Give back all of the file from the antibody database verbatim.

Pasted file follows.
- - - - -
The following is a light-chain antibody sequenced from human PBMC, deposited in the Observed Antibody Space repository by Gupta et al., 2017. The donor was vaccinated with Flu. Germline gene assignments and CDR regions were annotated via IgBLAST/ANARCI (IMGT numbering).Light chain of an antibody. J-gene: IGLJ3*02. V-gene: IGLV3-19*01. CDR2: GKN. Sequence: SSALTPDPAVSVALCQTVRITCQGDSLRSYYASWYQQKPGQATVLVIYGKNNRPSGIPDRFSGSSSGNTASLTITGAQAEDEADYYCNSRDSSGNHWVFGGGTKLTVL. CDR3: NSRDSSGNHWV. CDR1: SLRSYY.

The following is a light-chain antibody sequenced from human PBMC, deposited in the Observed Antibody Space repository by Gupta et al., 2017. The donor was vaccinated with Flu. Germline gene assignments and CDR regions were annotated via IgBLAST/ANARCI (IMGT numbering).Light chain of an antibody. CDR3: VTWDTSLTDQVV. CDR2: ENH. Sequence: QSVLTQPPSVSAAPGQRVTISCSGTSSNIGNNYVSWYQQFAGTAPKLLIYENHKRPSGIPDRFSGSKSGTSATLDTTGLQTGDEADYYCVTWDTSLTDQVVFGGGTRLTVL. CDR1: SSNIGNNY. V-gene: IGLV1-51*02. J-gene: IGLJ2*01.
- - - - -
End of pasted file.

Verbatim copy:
The following is a light-chain antibody sequenced from human PBMC, deposited in the Observed Antibody Space repository by Gupta et al., 2017. The donor was vaccinated with Flu. Germline gene assignments and CDR regions were annotated via IgBLAST/ANARCI (IMGT numbering).Light chain of an antibody. J-gene: IGLJ3*02. V-gene: IGLV3-19*01. CDR2: GKN. Sequence: SSALTPDPAVSVALCQTVRITCQGDSLRSYYASWYQQKPGQATVLVIYGKNNRPSGIPDRFSGSSSGNTASLTITGAQAEDEADYYCNSRDSSGNHWVFGGGTKLTVL. CDR3: NSRDSSGNHWV. CDR1: SLRSYY.

The following is a light-chain antibody sequenced from human PBMC, deposited in the Observed Antibody Space repository by Gupta et al., 2017. The donor was vaccinated with Flu. Germline gene assignments and CDR regions were annotated via IgBLAST/ANARCI (IMGT numbering).Light chain of an antibody. CDR3: VTWDTSLTDQVV. CDR2: ENH. Sequence: QSVLTQPPSVSAAPGQRVTISCSGTSSNIGNNYVSWYQQFAGTAPKLLIYENHKRPSGIPDRFSGSKSGTSATLDTTGLQTGDEADYYCVTWDTSLTDQVVFGGGTRLTVL. CDR1: SSNIGNNY. V-gene: IGLV1-51*02. J-gene: IGLJ2*01.